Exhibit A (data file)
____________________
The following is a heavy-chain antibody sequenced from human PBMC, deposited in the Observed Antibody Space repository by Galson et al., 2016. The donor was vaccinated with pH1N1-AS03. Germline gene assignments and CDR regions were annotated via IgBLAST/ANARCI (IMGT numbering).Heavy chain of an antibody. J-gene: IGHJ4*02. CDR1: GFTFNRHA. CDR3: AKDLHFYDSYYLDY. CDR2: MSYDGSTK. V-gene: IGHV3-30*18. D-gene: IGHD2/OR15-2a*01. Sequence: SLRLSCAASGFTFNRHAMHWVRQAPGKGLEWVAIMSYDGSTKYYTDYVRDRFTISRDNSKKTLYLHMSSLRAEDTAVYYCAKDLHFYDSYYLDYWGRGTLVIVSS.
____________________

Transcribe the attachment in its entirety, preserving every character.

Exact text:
The following is a heavy-chain antibody sequenced from human PBMC, deposited in the Observed Antibody Space repository by Galson et al., 2016. The donor was vaccinated with pH1N1-AS03. Germline gene assignments and CDR regions were annotated via IgBLAST/ANARCI (IMGT numbering).Heavy chain of an antibody. J-gene: IGHJ4*02. CDR1: GFTFNRHA. CDR3: AKDLHFYDSYYLDY. CDR2: MSYDGSTK. V-gene: IGHV3-30*18. D-gene: IGHD2/OR15-2a*01. Sequence: SLRLSCAASGFTFNRHAMHWVRQAPGKGLEWVAIMSYDGSTKYYTDYVRDRFTISRDNSKKTLYLHMSSLRAEDTAVYYCAKDLHFYDSYYLDYWGRGTLVIVSS.